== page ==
The next morning, Tom hears some good news. Becky Thatcher's back in town, and her picnic is scheduled for the next day. She and Tom spend the whole day playing with their classmates, and Tom generally lets himself forget about Injun Joe and the treasure and all that.
Still, he stays up waiting for Huck's signal, but to no avail. Huck never comes.
The next day Becky, Tom, and the other boys and girls head out to have some fun, free from adult supervision. Tom even convinces Becky to lie to her mother and say that she's spending the night at the Harpers' house so that she and Tom can spend more time together; Tom decides he would rather enjoy Becky's company than to, maybe, possibly, get the treasure.
After playing around and eating a solid meal, the boys and girls head off to frolic in the local gigantic, scary, beautiful, uncharted caverns that "no man 'knew'" or ever could know. After spending some hours spelunking (exploring caves), the kids realize night's approaching and head home.
By then, Huck has started his watch. Around eleven o'clock, after much fruitless waiting, he hears a noise. He jumps to attention and sees the door in the alley close softly. Soon, two figures walk right by him, carrying a box.
Huck thinks for a moment: should he run and get Tom, or should he follow the men? He picks the latter option, and creeps slowly behind them up to the grounds outside of the Widow Douglas's house.
At this point, Huck can hear Injun Joe's companion cursing. Apparently someone's at the Widow's house – the lights are on – and they can't carry out their plan. He figures out, then, that maybe this is the revenge "job" they were talking about.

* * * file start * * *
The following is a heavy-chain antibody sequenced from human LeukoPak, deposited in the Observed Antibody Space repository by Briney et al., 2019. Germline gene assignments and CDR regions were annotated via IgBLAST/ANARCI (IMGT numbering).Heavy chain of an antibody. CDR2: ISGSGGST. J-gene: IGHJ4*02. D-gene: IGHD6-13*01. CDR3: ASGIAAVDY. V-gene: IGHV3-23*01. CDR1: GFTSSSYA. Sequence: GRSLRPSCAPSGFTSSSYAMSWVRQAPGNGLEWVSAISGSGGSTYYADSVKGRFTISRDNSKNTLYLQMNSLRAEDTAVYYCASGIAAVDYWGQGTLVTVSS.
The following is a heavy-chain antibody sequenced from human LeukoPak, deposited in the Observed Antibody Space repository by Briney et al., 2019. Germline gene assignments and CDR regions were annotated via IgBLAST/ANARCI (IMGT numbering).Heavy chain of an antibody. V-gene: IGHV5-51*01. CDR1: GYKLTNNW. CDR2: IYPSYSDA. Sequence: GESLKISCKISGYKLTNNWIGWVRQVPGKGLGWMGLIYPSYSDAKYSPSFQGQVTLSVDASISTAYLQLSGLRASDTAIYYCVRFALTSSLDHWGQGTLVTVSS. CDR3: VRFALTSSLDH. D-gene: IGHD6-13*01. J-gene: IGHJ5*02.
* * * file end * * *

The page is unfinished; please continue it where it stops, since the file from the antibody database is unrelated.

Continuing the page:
Though the other man wants to leave, Injun Joe won't give up his plan. He reminds his companion that the Widow Douglas's husband, a justice of the peace, had him charged for vagrancy and whipped, and he wants to get back at her as a result. When the other man tells Injun Joe that he shouldn't kill her, Injun Joe scoffs – he's only interested in maiming her. He intimidates the man into helping him, and the two decide to wait until the lights are off to advance.
Huck decides that now's the time to leave. He runs down the hill toward the nearest house, where the "Welshman," an older guy with two grown-up sons, lives.
Huck bangs on the door and asks to be let in, and though Huck isn't usually one to receive hospitality, the Welshman can see that he really needs help.
In a matter of minutes, the Welshman and his sons are heading up to the widow's house, armed and ready, with Huck in tow, when all of a sudden a gunfight begins.
Huck runs as fast as he can in the other direction.